Prophets Of The LDS Church In Order
Joseph Smith, the founding prophet of the LDS Church, played a pivotal role in the Restoration of the gospel in the 19th century.
Born in 1805, Smith claimed to have received divine guidance from God and Jesus Christ in a grove of trees, an event known as the First Vision.
Under his leadership, the Book of Mormon was translated, and the Church was officially organized in 1830. Smith’s life was marked by persecution, and he was martyred in 1844.
His legacy includes foundational doctrines and teachings, such as the Plan of Salvation and the concept of eternal families.
When we discuss the prophets of the LDS church in order, Brigham Young is next. Following Joseph Smith’s death, Brigham Young assumed leadership and led the Saints westward to the Salt Lake Valley, where they established a thriving community.
Brigham Young, the second prophet of the LDS Church, served as president for over three decades. His legacy includes the expansion of the Church, the construction of the Salt Lake Temple, and the establishment of a network of settlements across the western United States.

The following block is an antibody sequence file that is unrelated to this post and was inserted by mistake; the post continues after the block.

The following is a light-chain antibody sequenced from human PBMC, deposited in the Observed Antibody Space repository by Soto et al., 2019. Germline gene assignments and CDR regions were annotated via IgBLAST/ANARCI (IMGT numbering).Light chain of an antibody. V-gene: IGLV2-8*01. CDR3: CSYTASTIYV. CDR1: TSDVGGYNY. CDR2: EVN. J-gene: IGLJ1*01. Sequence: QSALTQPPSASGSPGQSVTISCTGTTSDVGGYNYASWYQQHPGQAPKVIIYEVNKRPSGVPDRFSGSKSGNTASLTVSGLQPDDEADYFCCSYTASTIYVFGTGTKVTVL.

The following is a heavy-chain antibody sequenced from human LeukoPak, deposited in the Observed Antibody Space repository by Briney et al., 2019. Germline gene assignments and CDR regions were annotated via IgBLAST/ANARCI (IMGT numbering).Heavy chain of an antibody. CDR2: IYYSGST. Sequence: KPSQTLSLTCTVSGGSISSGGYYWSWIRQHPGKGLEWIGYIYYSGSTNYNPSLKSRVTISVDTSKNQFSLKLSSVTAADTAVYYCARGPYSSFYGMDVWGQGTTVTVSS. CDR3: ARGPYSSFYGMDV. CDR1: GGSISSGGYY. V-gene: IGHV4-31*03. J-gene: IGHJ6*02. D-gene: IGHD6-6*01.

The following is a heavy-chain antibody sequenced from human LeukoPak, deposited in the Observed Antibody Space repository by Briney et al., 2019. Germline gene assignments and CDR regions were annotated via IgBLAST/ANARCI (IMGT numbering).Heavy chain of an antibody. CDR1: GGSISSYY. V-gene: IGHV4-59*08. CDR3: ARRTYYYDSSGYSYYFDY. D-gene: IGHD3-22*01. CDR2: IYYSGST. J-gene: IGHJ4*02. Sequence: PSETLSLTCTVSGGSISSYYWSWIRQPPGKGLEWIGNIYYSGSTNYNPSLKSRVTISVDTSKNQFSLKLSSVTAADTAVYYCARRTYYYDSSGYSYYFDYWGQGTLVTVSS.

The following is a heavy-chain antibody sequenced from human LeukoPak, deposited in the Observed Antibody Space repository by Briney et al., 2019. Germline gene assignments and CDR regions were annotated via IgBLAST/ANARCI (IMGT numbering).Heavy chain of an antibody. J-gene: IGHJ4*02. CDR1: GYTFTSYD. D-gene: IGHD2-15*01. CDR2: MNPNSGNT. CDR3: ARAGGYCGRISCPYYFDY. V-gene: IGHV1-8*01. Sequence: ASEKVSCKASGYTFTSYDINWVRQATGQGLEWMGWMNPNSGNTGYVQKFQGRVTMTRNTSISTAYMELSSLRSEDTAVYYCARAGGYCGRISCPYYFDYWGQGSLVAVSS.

Young’s emphasis on self-sufficiency and perseverance in the face of adversity continues to influence LDS teachings.
The third prophet, John Taylor, faced the challenges of polygamy and increasing anti-Mormon sentiment during his presidency, which lasted from 1880 until his death in 1887.
Taylor’s tenure saw the manifesto that officially discontinued the practice of polygamy, a decision crucial for the Church’s survival and acceptance.
Despite facing persecution and witnessing the martyrdom of Joseph and Hyrum Smith, Taylor steadfastly defended the principles of the restored gospel.
Wilford Woodruff, the fourth prophet, succeeded John Taylor and served as president from 1889 until his death in 1898. Woodruff is best known for issuing the “Manifesto” in 1890, officially ending the practice of polygamy within the Church.
This declaration was a pivotal moment in the history of the LDS Church, leading to Utah’s statehood in 1896. Woodruff’s emphasis on the importance of family and temple work laid the foundation for future teachings within the Church.
Lorenzo Snow, the fifth prophet, served from 1898 until his death in 1901.